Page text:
What should be the focus of history in the evaluation of suspected psychogenic nonepileptic seizures (PNES)?

Updated: Jul 26, 2018
  • Author: Selim R Benbadis, MD; Chief Editor: Helmi L Lutsep, MD  more...
  • Print

Misdiagnosis of epilepsy is common. Misdiagnosis occurs in approximately 25% of patients with a previous diagnosis of epilepsy that does not respond to drugs. Most cases of misdiagnosed epilepsy are eventually shown to be psychogenic nonepileptic seizures (PNES) or, more rarely, syncope. Other paroxysmal conditions are occasionally misdiagnosed as epilepsy, but PNES is by far the most commonly misdiagnosed condition, accounting for >90% of misdiagnoses at epilepsy centers. EEGs misinterpreted as providing evidence for epilepsy often contribute to this misdiagnosis. [3, 4, 5]

Reversing a misdiagnosis of epilepsy can be difficult, as it is with other chronic conditions. Unfortunately, after the diagnosis of seizures is made, it is easily perpetuated without being questioned, which explains the usual diagnostic delay and cost associated with PNES. Despite the ability to diagnose PNES with near certainty by using EEG-video monitoring, the time to diagnosis is long, about 7-10 years. This delay indicates that neurologists may have an insufficiently high enough index of suspicion for PNES.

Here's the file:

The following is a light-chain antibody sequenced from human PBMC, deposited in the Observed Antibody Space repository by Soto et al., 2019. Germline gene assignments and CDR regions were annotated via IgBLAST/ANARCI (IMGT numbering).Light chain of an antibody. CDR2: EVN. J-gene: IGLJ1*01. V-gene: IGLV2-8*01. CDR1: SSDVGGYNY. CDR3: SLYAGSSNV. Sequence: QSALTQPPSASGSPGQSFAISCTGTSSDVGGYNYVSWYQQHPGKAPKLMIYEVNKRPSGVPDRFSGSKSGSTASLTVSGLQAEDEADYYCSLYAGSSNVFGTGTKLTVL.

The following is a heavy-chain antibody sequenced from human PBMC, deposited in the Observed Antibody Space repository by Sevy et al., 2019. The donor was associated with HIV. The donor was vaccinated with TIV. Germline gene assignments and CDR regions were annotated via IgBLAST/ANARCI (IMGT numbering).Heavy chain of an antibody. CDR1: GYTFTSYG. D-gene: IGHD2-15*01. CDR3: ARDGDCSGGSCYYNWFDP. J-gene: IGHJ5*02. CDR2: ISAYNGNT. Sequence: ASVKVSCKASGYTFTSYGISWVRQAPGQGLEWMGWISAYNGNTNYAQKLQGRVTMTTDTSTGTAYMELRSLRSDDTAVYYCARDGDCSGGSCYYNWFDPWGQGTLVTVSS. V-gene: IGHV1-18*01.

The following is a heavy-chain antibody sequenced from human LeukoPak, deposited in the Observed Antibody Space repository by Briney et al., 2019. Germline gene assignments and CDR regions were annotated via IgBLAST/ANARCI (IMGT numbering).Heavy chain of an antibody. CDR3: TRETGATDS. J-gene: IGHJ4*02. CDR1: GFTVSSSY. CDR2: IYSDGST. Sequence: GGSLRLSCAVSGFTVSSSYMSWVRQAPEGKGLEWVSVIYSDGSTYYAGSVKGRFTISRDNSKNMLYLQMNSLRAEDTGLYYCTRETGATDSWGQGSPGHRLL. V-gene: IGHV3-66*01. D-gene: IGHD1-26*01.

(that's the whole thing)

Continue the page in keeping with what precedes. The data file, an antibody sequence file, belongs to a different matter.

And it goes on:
The patient's history may suggest the diagnosis. Several clues are useful in clinical practice and should raise the suspicion that seizures may be psychogenic rather than epileptic.

Resistance to antiepileptic drugs (AEDs) is usually the first clue and the reason for referral to the epilepsy center, though intractable epilepsy is the other common cause of resistance to AEDs.

Approximately 80% of patients with PNES have been treated with AEDs before the correct diagnosis is made. A psychogenic etiology should be considered when AEDs have no effect whatsoever on the reported frequency of seizures.

The presence of specific triggers that are unusual for epilepsy may suggest PNES, and these triggers should be specifically sought during history taking. For example, emotional triggers such as stress or becoming upset are common in PNES. Other triggers that suggest PNES include pain, certain movements, sounds, and certain types of lights, especially if they are reported to consistently trigger an apparent seizure.

The circumstances in which attacks occur can be helpful. Like other psychogenic symptoms, those of PNES usually occur in the presence of an audience, and an occurrence in the physician's office or waiting room is highly suggestive of PNES. Similarly, PNES usually do not occur during sleep, though they may seem to and though they may be reported as such.

Details of the episodes often include characteristics that are inconsistent with epileptic seizures.

Did this answer your question?
Additional feedback? (Optional)
Thank you for your feedback!